Our innocence.  Our childhood.  Our peace of mind.  Our self-confidence.  Our self-esteem.  Our ability to trust.  Our capacity to select loving partners, and sustain healthy relationships.  Our faith.  Our voice.

And from far too many, the abuse took their very lives.

For many of us, what the abuse left behind was isolation, grief, anxiety, depression, rage, and a permanent sense of violation.

Unfortunately, that we will never be the women (or men) we might have been is not helpful information.  We are who we are…marked by these scars.

In some sense, the scars are our badges – if not of honor exactly, then certainly not of shame.  We were the ones sinned against, not the ones sinning, no matter how we were made to feel about the torture inflicted upon us.

As with the veteran who has lost a limb to war or the woman who has lost a breast to cancer, this is simply our reality now. Continue reading

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In the Aftermath of Abuse, Part 2 – Guilt and Shame

Crying child, Author Asad Amjad ChangEzi (CC BY-SA 4.0 International)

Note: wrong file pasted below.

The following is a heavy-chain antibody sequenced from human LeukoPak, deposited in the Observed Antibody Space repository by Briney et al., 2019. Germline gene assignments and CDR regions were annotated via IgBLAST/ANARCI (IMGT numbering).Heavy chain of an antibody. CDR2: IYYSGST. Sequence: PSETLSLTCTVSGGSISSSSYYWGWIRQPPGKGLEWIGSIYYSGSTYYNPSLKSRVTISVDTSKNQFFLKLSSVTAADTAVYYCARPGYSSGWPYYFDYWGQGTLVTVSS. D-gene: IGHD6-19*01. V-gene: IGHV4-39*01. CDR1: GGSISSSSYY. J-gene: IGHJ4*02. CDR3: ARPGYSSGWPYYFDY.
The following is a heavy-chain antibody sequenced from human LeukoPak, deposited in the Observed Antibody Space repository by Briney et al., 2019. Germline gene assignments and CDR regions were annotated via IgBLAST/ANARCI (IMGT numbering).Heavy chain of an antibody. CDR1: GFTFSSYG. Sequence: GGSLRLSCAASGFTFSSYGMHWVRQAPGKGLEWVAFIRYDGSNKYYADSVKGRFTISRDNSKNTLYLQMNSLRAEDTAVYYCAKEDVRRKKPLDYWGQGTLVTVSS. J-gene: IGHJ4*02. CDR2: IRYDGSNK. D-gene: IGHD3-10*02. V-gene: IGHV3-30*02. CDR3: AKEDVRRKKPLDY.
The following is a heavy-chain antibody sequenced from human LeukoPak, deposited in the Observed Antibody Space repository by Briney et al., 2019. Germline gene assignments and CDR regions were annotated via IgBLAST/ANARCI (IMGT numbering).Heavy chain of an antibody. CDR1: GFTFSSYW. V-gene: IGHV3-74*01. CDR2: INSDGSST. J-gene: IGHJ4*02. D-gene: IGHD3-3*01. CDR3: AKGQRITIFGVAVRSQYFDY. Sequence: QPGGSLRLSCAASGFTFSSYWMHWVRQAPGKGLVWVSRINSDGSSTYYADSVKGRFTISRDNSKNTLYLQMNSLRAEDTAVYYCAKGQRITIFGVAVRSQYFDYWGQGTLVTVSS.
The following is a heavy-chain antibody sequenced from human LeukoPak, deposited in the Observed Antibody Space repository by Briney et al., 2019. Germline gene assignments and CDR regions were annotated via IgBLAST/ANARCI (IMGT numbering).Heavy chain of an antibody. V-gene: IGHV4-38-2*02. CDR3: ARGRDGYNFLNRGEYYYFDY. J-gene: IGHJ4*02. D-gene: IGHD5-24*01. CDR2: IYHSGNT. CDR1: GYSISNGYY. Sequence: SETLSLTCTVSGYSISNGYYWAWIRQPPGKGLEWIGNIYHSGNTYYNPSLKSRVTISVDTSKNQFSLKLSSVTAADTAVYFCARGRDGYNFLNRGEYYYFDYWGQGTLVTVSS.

‘If anyone causes one of these little ones—those who believe in Me—to stumble, it would be better for them to have a large millstone hung around their neck and to be drowned in the depths of the sea’ ” (Matt. 18: 6).

It is easier for children to believe they “deserve” the evil done to them, than to take in the fact an adult who should care for them actually has little or no regard for their well-being.

The Statute of Limitations and other obstacles can make it difficult to hold child abusers and molesters accountable legally.  Even with a conviction, however, the feeling of “sinfulness” may rebound from an abuser to his victims.

This in no way implies that they were at fault.  Victims, however, relive the trauma of having been treated as worthless. They are often left with a vague sense of unworthiness that can permeate their lives, and undermine subsequent relationships.